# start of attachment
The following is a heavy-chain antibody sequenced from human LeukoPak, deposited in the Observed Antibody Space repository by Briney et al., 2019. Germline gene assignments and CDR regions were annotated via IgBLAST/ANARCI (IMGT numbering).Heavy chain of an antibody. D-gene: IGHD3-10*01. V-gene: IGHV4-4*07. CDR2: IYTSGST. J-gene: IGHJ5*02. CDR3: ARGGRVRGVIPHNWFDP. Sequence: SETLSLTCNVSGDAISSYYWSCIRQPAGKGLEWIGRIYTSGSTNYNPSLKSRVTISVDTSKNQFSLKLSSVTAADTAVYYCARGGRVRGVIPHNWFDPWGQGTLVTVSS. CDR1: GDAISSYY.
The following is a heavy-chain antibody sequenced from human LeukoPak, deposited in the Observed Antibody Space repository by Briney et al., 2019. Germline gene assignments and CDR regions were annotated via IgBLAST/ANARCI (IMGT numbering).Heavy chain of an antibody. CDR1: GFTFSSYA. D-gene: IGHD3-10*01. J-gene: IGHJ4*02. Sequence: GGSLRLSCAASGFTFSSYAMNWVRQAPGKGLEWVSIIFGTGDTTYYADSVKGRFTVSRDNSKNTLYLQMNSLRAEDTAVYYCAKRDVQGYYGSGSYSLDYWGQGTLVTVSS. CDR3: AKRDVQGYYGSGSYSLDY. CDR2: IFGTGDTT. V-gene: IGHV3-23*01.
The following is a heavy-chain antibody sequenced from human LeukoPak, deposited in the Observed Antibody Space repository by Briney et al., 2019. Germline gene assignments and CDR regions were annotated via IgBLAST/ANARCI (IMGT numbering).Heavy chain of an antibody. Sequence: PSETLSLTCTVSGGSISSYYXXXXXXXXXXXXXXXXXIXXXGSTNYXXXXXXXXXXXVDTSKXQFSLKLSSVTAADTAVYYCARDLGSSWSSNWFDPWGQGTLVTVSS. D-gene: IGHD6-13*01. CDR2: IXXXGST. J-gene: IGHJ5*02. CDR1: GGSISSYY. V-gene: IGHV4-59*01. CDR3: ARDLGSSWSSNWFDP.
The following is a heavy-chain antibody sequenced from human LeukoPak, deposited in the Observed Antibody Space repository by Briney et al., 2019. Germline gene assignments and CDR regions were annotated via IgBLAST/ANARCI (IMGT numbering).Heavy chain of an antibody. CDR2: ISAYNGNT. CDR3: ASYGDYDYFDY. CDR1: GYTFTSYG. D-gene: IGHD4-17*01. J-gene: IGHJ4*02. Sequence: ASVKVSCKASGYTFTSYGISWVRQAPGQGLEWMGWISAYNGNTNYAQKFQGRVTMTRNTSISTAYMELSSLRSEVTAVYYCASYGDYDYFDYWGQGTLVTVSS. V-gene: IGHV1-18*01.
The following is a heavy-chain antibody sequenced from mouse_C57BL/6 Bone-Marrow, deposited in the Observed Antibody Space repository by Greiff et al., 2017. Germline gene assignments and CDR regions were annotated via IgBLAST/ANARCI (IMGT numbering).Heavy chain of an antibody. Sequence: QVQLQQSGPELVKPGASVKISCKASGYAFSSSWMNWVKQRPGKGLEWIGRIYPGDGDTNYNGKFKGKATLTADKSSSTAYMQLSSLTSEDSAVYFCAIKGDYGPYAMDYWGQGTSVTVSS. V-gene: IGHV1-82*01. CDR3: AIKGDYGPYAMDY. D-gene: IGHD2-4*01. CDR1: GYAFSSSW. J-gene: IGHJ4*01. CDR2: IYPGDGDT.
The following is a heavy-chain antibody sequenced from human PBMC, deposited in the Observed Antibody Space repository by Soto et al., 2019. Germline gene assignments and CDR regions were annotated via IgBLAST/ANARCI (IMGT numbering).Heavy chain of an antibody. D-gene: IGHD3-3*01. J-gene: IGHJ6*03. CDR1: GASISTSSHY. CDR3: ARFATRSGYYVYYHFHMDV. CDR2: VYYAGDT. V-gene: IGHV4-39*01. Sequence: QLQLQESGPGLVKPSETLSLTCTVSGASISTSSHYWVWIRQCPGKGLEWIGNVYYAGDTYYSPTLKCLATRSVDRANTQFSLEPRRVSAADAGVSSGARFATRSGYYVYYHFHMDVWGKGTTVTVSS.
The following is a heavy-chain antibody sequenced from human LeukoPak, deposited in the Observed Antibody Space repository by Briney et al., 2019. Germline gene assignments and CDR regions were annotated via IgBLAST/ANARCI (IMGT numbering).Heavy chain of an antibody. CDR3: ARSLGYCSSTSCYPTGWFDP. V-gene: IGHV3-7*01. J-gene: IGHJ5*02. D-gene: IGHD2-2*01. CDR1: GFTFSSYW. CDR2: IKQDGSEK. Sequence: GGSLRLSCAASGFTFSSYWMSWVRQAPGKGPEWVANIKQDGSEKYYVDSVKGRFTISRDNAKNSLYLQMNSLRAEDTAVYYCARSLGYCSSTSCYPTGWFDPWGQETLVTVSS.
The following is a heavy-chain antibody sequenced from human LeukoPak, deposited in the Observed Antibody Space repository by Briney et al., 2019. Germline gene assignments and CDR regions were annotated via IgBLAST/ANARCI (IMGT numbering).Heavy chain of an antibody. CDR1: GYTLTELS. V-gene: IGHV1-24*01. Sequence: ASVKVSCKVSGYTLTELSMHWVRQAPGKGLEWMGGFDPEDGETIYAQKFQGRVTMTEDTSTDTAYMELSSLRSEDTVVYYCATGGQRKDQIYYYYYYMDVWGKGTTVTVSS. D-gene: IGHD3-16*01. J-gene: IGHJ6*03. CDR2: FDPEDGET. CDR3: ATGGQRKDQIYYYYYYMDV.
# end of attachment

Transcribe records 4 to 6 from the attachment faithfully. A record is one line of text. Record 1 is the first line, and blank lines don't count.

The following is a heavy-chain antibody sequenced from human LeukoPak, deposited in the Observed Antibody Space repository by Briney et al., 2019. Germline gene assignments and CDR regions were annotated via IgBLAST/ANARCI (IMGT numbering).Heavy chain of an antibody. CDR2: ISAYNGNT. CDR3: ASYGDYDYFDY. CDR1: GYTFTSYG. D-gene: IGHD4-17*01. J-gene: IGHJ4*02. Sequence: ASVKVSCKASGYTFTSYGISWVRQAPGQGLEWMGWISAYNGNTNYAQKFQGRVTMTRNTSISTAYMELSSLRSEVTAVYYCASYGDYDYFDYWGQGTLVTVSS. V-gene: IGHV1-18*01.
The following is a heavy-chain antibody sequenced from mouse_C57BL/6 Bone-Marrow, deposited in the Observed Antibody Space repository by Greiff et al., 2017. Germline gene assignments and CDR regions were annotated via IgBLAST/ANARCI (IMGT numbering).Heavy chain of an antibody. Sequence: QVQLQQSGPELVKPGASVKISCKASGYAFSSSWMNWVKQRPGKGLEWIGRIYPGDGDTNYNGKFKGKATLTADKSSSTAYMQLSSLTSEDSAVYFCAIKGDYGPYAMDYWGQGTSVTVSS. V-gene: IGHV1-82*01. CDR3: AIKGDYGPYAMDY. D-gene: IGHD2-4*01. CDR1: GYAFSSSW. J-gene: IGHJ4*01. CDR2: IYPGDGDT.
The following is a heavy-chain antibody sequenced from human PBMC, deposited in the Observed Antibody Space repository by Soto et al., 2019. Germline gene assignments and CDR regions were annotated via IgBLAST/ANARCI (IMGT numbering).Heavy chain of an antibody. D-gene: IGHD3-3*01. J-gene: IGHJ6*03. CDR1: GASISTSSHY. CDR3: ARFATRSGYYVYYHFHMDV. CDR2: VYYAGDT. V-gene: IGHV4-39*01. Sequence: QLQLQESGPGLVKPSETLSLTCTVSGASISTSSHYWVWIRQCPGKGLEWIGNVYYAGDTYYSPTLKCLATRSVDRANTQFSLEPRRVSAADAGVSSGARFATRSGYYVYYHFHMDVWGKGTTVTVSS.